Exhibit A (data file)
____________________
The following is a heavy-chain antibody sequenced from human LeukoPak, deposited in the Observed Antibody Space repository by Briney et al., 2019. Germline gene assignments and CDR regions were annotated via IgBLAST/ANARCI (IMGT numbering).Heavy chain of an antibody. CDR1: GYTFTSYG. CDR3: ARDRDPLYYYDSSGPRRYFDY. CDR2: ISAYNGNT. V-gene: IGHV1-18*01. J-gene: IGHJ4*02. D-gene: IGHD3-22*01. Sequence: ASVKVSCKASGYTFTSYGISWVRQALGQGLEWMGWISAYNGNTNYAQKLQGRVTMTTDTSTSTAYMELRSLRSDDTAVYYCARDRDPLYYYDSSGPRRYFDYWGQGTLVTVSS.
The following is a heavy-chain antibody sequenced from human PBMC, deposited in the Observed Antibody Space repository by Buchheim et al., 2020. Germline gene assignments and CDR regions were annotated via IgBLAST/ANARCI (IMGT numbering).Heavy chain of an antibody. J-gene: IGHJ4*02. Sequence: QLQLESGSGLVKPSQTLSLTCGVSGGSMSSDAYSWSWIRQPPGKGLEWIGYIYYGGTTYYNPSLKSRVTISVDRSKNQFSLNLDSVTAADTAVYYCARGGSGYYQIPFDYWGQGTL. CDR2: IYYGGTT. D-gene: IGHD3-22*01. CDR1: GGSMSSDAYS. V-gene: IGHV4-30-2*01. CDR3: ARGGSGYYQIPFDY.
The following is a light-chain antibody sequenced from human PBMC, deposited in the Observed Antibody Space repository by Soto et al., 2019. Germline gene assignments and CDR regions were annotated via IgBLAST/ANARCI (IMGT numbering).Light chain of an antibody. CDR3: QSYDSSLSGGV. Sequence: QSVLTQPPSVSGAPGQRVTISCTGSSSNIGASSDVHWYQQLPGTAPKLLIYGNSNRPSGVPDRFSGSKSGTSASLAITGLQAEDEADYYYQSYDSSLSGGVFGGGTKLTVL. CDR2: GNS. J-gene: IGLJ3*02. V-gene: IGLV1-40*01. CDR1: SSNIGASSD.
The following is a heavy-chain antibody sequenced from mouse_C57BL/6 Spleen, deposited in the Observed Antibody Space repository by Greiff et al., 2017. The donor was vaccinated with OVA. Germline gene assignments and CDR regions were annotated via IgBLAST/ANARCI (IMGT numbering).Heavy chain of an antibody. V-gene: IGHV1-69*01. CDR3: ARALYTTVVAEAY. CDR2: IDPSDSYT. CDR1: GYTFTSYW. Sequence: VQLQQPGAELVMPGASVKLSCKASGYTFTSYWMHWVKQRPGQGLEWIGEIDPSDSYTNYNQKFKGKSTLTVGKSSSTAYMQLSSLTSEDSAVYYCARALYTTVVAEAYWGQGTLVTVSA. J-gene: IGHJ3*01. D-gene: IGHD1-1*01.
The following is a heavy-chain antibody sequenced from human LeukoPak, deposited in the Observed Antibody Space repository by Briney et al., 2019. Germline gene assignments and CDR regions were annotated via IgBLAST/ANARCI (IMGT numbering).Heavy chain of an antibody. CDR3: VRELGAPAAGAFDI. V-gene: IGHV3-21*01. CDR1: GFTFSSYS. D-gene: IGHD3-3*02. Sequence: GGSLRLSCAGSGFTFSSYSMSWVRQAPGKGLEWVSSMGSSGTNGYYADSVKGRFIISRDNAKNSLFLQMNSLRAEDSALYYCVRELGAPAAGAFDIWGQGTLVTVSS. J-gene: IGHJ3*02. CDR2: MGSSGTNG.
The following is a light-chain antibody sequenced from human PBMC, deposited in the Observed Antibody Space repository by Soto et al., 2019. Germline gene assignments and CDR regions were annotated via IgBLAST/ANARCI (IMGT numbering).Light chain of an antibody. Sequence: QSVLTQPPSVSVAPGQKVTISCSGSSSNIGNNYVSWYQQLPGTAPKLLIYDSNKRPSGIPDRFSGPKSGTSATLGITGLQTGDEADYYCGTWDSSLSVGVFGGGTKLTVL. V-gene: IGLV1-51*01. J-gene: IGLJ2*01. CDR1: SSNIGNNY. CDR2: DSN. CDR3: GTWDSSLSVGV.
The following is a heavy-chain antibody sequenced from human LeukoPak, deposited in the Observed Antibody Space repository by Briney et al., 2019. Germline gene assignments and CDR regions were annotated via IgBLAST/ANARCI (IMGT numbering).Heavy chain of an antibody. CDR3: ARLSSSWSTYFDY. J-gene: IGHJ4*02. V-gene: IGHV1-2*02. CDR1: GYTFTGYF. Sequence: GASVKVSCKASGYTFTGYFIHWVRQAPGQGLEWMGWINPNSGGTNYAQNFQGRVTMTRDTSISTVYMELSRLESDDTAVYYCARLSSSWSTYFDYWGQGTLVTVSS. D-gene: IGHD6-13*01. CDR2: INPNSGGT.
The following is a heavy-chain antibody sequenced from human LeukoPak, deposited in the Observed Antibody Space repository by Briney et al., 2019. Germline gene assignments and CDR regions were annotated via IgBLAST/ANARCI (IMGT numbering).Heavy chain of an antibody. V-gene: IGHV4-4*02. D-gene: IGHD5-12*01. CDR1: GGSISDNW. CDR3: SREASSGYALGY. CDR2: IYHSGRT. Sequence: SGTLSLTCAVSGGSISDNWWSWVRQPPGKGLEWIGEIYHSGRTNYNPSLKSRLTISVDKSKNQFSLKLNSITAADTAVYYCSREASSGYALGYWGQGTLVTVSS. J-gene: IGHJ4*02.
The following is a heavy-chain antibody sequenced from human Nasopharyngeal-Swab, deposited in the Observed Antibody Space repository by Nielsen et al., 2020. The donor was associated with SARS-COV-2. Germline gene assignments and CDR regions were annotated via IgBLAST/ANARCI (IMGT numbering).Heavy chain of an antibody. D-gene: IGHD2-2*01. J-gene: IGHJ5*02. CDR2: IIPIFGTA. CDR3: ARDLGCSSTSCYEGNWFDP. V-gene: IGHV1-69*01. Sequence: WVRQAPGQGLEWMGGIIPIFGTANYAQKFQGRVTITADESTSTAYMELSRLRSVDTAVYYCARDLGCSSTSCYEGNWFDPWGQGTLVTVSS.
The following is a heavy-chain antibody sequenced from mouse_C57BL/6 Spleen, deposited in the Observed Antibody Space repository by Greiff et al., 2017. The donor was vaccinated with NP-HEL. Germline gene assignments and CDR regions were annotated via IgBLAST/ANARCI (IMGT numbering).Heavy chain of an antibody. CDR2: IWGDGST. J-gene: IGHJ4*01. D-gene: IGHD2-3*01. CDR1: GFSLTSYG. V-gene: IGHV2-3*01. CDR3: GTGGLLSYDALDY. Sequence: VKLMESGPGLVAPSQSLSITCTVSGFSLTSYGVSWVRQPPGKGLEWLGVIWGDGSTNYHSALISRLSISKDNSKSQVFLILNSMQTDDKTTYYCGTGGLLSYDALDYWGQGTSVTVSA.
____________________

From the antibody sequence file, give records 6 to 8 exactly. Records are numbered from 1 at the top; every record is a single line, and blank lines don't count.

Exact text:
The following is a light-chain antibody sequenced from human PBMC, deposited in the Observed Antibody Space repository by Soto et al., 2019. Germline gene assignments and CDR regions were annotated via IgBLAST/ANARCI (IMGT numbering).Light chain of an antibody. Sequence: QSVLTQPPSVSVAPGQKVTISCSGSSSNIGNNYVSWYQQLPGTAPKLLIYDSNKRPSGIPDRFSGPKSGTSATLGITGLQTGDEADYYCGTWDSSLSVGVFGGGTKLTVL. V-gene: IGLV1-51*01. J-gene: IGLJ2*01. CDR1: SSNIGNNY. CDR2: DSN. CDR3: GTWDSSLSVGV.
The following is a heavy-chain antibody sequenced from human LeukoPak, deposited in the Observed Antibody Space repository by Briney et al., 2019. Germline gene assignments and CDR regions were annotated via IgBLAST/ANARCI (IMGT numbering).Heavy chain of an antibody. CDR3: ARLSSSWSTYFDY. J-gene: IGHJ4*02. V-gene: IGHV1-2*02. CDR1: GYTFTGYF. Sequence: GASVKVSCKASGYTFTGYFIHWVRQAPGQGLEWMGWINPNSGGTNYAQNFQGRVTMTRDTSISTVYMELSRLESDDTAVYYCARLSSSWSTYFDYWGQGTLVTVSS. D-gene: IGHD6-13*01. CDR2: INPNSGGT.
The following is a heavy-chain antibody sequenced from human LeukoPak, deposited in the Observed Antibody Space repository by Briney et al., 2019. Germline gene assignments and CDR regions were annotated via IgBLAST/ANARCI (IMGT numbering).Heavy chain of an antibody. V-gene: IGHV4-4*02. D-gene: IGHD5-12*01. CDR1: GGSISDNW. CDR3: SREASSGYALGY. CDR2: IYHSGRT. Sequence: SGTLSLTCAVSGGSISDNWWSWVRQPPGKGLEWIGEIYHSGRTNYNPSLKSRLTISVDKSKNQFSLKLNSITAADTAVYYCSREASSGYALGYWGQGTLVTVSS. J-gene: IGHJ4*02.